It finally worked on the third attempt: this evening “With Beethoven in Arkadien” was already planned for 2020 to celebrate the composer’s 250th birthday. But Corona thwarted the idea not only in the anniversary year, but also last summer. But now the time had come: the Karajan Academy of the Berlin Philharmonic was able to arrive. For a special kind of promenade concert: for five and a half hours, music from the Viennese classic can be heard everywhere in the palace gardens – and at the very end even in the middle of Lake Grienerick.
She likes to intervene here, including on the opening weekend of the Chamber Opera Festival: the young people from the Karajan Academy have barely started with Beethoven’s Septet when the first drops fall. Against every weather forecast, which had actually predicted the best open-air concert conditions for the evening.
But the rain front, which should have already rolled over the Ruppiner Land, is taking its time, sending thunder salutes from afar while visitors listen to the opening piece from beer benches set up around the salon. This is the name of a round building open on all four sides in the center of the gardens.
Stone allegories of the four seasons stand on the lawn, the treetops initially cast nice, long afternoon shadows. It starts with the scherzo, and it rained down towards the finale. Fifteen minutes later, the trio, who asked for a serenade in the Egeria grotto, was hit hard: the water rushes not only in the water lily pond below the fountain nymph statue, but also powerfully from above. The audience perseveres just as bravely as the musicians: inside, the mosquitoes, on the other hand, give wings to meteorological injustice, they reach bloodsucking peak form.
Violin, viola and cello, plus heavenly percussion, drumbeats from the thunderstorm, drumming on the canopy of leaves – with a little good will, it becomes a new, boozy listening experience. Ludwig van Beathoven. And luckily the whole thing doesn’t last forever. In the end, it only drips from the branches, and those who have hiked on to the obelisk will be rewarded with a great view of Rheinsberg. The palace facade glows in pastel colors, excursion boats bob along on the jetties, and the evening sky spreads out above everything, in dramatic light-dark contrasts, as if a landscape painter had directed the lighting.
A cuckoo calls persistently from the forest, over there, on the other bank, sing the choristers from Vokalsystem Berlin, who later have their performance in the palace courtyard. But now it’s time for an octet cast, back in the salon. Those who stay a little further away enjoy a beautiful “Da lontano” effect, letting the melodies waft towards their ears from afar, while the eye delights in the man-made nature, in the hedges, rondels, bosquets – and the enchanted garden center with the southern English-style greenhouse and the potted plants that stand as a trellis like Friedrich’s Lange Kerls.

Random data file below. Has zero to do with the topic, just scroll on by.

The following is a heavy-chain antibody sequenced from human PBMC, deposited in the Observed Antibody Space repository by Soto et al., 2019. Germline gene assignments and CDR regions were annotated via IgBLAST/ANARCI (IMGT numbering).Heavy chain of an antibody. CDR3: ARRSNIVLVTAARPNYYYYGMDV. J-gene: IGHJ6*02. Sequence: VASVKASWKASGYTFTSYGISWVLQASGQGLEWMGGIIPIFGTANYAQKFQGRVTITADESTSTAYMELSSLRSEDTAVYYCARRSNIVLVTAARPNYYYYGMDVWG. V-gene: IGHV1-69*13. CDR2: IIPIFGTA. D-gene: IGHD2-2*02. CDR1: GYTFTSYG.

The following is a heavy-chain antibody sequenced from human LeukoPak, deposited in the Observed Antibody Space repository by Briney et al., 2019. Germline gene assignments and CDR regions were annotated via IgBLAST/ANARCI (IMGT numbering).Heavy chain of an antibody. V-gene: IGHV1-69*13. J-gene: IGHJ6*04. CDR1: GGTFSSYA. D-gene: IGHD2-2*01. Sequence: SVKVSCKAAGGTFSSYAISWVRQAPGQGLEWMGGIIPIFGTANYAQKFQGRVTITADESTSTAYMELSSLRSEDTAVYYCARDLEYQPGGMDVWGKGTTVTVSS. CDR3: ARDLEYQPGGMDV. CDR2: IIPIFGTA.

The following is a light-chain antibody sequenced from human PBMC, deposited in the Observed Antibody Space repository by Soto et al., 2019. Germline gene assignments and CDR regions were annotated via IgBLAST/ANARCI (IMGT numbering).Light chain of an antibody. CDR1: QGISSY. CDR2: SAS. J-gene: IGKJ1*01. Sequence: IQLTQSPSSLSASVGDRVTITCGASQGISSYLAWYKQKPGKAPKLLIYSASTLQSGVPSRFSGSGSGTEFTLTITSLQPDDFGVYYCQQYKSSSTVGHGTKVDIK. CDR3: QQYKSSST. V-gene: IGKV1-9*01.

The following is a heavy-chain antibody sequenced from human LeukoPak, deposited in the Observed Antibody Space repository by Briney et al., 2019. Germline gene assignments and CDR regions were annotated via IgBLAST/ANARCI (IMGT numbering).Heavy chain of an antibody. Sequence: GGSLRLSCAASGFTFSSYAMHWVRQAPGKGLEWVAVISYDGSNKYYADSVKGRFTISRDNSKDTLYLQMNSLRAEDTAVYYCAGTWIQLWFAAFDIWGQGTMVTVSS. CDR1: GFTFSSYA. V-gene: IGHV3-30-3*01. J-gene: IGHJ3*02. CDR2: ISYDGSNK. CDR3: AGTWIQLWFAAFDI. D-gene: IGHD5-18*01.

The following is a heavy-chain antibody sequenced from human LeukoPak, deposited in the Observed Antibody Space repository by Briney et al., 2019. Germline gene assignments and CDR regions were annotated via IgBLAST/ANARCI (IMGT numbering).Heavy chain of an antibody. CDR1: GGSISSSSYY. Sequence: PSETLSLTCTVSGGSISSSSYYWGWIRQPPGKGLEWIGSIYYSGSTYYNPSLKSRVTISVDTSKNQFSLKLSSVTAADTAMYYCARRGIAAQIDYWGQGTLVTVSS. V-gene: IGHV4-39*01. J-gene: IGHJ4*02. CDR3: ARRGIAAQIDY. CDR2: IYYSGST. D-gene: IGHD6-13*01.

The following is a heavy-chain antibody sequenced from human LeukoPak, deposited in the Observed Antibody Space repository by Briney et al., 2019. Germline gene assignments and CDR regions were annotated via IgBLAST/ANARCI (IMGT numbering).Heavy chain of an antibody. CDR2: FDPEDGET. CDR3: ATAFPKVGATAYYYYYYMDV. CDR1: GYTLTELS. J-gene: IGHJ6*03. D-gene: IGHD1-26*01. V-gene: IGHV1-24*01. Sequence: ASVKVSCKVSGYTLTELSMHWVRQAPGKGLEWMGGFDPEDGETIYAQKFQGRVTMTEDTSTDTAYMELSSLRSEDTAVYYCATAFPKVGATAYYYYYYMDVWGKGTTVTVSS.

Horn and clarinet are instruments that work particularly well in the open air, their sound is yearning and romantic, but at the same time powerful enough to carry the audience far and wide. Of course you also have leading roles in the “Pastorale”, Beethoven’s sixth symphony, which tells of a city dweller’s trip to the provinces. The sentence designations are in German and reflect what moves the visitors of this evening: from “awakening of cheerful feelings upon arrival in the country” to gratitude after the storm.
Pierre Dumoussaud conducts the Karajan Academy with verve. His arm movements swing far and wide, and the Philharmoniker’s scholarship holders, who as trainees are being prepared by the professionals for the challenges of everyday orchestra life, but who also realize their own projects, let themselves be carried away by the French maestro. The beguiling woodwind solos and the intensity of the cello group are particularly memorable.
Excited swallows buzz around the “Pastorale” in the castle courtyard. Which the violins even answer with their trills at the beginning of the second movement – as if Beethoven had foreseen this encounter between the orchestra and the flock of birds.
After dark, a second, enthusiastically acclaimed concert follows, with the Romance for violin and orchestra as well as three choral works, before the pianist Alexander Krichel plays the moonlight sonata at 11 p.m., floating above the waters: his grand piano stands on a pontoon to which it is brought by boat, the audience listens, moved, on the bank.